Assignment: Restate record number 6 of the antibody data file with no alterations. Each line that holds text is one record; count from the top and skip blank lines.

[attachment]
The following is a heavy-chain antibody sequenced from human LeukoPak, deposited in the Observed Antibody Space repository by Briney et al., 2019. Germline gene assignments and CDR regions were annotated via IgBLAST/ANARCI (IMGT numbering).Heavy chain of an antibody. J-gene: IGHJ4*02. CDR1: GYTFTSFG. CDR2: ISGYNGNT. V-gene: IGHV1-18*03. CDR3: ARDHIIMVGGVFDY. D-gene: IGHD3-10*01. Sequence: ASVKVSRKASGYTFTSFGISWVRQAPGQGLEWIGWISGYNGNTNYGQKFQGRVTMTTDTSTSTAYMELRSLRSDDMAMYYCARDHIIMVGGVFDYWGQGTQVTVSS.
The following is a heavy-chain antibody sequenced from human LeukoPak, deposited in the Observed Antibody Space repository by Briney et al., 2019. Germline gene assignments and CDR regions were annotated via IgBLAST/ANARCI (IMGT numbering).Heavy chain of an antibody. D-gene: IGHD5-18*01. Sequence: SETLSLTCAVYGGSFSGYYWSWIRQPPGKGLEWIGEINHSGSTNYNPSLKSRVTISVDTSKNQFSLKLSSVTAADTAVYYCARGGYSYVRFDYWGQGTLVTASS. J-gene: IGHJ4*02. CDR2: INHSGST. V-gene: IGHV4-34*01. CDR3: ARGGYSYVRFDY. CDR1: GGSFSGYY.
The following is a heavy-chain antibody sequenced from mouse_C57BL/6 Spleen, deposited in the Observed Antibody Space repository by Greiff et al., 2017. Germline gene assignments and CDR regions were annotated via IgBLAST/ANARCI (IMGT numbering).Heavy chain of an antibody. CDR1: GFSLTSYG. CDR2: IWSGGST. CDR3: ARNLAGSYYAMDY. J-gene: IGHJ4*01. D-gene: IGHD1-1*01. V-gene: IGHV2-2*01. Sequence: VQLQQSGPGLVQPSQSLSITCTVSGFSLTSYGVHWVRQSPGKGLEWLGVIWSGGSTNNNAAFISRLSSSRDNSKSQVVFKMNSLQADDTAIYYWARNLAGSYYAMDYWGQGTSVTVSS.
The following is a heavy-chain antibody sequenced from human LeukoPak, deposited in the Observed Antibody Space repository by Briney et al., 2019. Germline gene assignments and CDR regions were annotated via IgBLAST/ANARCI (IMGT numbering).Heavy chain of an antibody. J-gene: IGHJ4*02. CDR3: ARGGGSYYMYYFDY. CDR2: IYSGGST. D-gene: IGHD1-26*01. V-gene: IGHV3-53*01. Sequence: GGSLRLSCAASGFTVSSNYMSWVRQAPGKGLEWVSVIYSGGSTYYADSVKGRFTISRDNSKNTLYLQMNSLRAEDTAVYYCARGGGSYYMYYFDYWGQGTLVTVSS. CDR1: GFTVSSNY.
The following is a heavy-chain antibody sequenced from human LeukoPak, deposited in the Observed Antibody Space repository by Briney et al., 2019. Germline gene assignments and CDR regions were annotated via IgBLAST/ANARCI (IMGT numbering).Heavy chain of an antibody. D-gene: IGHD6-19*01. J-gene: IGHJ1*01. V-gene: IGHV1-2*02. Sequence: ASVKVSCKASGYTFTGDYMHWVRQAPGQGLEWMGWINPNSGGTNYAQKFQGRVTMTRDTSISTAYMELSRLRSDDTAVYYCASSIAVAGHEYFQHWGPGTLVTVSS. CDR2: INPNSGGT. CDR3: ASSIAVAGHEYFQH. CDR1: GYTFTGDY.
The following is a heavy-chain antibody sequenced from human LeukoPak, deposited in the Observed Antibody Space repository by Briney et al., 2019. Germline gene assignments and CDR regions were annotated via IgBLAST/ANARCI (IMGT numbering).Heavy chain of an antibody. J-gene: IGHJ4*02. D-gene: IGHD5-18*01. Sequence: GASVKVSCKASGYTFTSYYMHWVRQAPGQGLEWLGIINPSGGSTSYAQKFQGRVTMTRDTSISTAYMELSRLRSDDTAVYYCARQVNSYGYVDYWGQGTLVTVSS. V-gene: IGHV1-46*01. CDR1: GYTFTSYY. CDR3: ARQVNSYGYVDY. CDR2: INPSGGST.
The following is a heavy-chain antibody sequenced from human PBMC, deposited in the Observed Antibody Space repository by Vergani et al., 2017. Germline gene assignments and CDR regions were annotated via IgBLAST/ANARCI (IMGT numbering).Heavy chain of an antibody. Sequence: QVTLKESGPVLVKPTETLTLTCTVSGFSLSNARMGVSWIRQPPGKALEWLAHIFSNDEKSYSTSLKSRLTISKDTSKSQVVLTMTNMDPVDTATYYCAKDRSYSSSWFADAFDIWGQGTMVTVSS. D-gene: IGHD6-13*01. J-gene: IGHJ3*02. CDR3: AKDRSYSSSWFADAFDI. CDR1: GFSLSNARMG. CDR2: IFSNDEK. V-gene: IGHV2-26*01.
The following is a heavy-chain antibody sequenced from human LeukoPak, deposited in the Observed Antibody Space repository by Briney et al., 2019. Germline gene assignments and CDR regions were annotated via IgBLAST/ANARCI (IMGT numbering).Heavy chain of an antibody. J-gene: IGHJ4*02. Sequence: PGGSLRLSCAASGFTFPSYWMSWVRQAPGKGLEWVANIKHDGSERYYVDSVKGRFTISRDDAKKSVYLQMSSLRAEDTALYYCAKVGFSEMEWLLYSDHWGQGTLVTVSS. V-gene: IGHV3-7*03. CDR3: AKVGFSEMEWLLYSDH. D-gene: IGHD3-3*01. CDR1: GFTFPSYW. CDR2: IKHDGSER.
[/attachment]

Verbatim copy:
The following is a heavy-chain antibody sequenced from human LeukoPak, deposited in the Observed Antibody Space repository by Briney et al., 2019. Germline gene assignments and CDR regions were annotated via IgBLAST/ANARCI (IMGT numbering).Heavy chain of an antibody. J-gene: IGHJ4*02. D-gene: IGHD5-18*01. Sequence: GASVKVSCKASGYTFTSYYMHWVRQAPGQGLEWLGIINPSGGSTSYAQKFQGRVTMTRDTSISTAYMELSRLRSDDTAVYYCARQVNSYGYVDYWGQGTLVTVSS. V-gene: IGHV1-46*01. CDR1: GYTFTSYY. CDR3: ARQVNSYGYVDY. CDR2: INPSGGST.